NEW YORK — TOBACCO smoke is now officially considered in the same category as benzene, mustard gas, arsenic, and asbestos.
William Reilly, the administrator of the Environmental Protection Agency (EPA), is scheduled today to release a report that concludes that secondhand cigarette smoke is a class A carcinogen, or cancer-causing substance. The EPA, which worked on the report for four years, is the first government agency to designate Environmental Tobacco Smoke (ETS) as a known carcinogen. Other government reports have said ETS is a suspected carcinogen.
Anti-smoking groups hope the EPA report, entitled "Respiratory Health Effects of Passive Smoking," will have a greater impact than earlier reports about the dangers of smoking. "We're looking forward to a lot of action at the state houses, where, hopefully, states will expand indoor-air-pollution laws or put them on the books," says Fran Du Melle, deputy managing director of the American Lung Association.
EPA officials say they believe the report may result in smoking prohibitions in the workplace as businesses try to avoid future liability lawsuits. The report could also affect insurance coverage for companies that allow smoking.
A draft of the EPA report circulated in May estimated that about 63 million United States nonsmokers, aged 18 or above, involuntarily inhale tobacco smoke. The final report estimates there are about 3,000 nonsmoker deaths per year attributable to cigarette smoke. The main sources were studies on the health effects of smoking on nonsmoking spouses, cohorts, or children.
The final report will provide anti-smoking groups with ammunition to press for clean-indoor-air legislation, which would include a ban on smoking in the workplace. In fact, the Coalition on Smoking OR Health held a press conference yesterday and included such a ban as part of the agenda it will recommend to Congress and President-elect Clinton.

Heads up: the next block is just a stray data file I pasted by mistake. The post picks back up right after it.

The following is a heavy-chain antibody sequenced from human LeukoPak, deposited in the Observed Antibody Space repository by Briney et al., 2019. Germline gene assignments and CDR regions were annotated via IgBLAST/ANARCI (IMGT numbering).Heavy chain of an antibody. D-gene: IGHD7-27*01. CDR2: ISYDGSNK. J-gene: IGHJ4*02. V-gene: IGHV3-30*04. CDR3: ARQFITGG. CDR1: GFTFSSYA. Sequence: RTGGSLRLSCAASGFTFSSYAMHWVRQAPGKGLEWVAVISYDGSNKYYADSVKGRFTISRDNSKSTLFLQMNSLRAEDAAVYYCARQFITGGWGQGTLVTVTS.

THE Tobacco Institute, the lobbying arm of the industry, attacked the methodology of the report in an attempt to discredit the conclusions. Philip Morris Inc. and the institute yesterday briefed reporters on their objections to the report. "This has been a report which has been criticized by a number of scientists in a number of disciplines," says Brennan Dawson, a spokeswoman for the tobacco group. The EPA had no comment before the report was issued.
Anti-smoking groups expect the report to have the greatest impact at the state level, where it is somewhat easier and faster to get legislation through. A major target will be areas where children and smokers share the same space, such as day-care centers.
The EPA draft report concludes that environmental tobacco smoke places young children at risk of contracting a variety of lower-respiratory infections. The EPA draft estimated tobacco smoke results in the yearly hospitalization of 7,500 to 15,000 infants and children under the age of 18 months.
For Jeff Wagener, the effects of smoking on children are more than a statistic. Dr. Wagener, associate professor of pediatrics at the University of Colorado and a doctor at the university's Children's Hospital in Denver, says he sees children whose health problems correlate to environmental tobacco smoke.
The first group is babies whose mothers smoke. These babies reportedly are born with smaller lungs than normal babies. If parents continue to smoke after the child is born, Wagener says the likelihood of the child having respiratory problems increases by 2 to 10 times.
"A study in Tucson [Ariz.] found that if the mother smokes, the child does better in a nonsmoking day care [center] than staying at home with the smoking mother," Wagener says. And, finally, Wagener sees young infants diagnosed with asthma. "Nearly 50 percent of the children with asthma have parents who smoke," he says. The EPA report only concluded that smoking exacerbates asthma symptoms.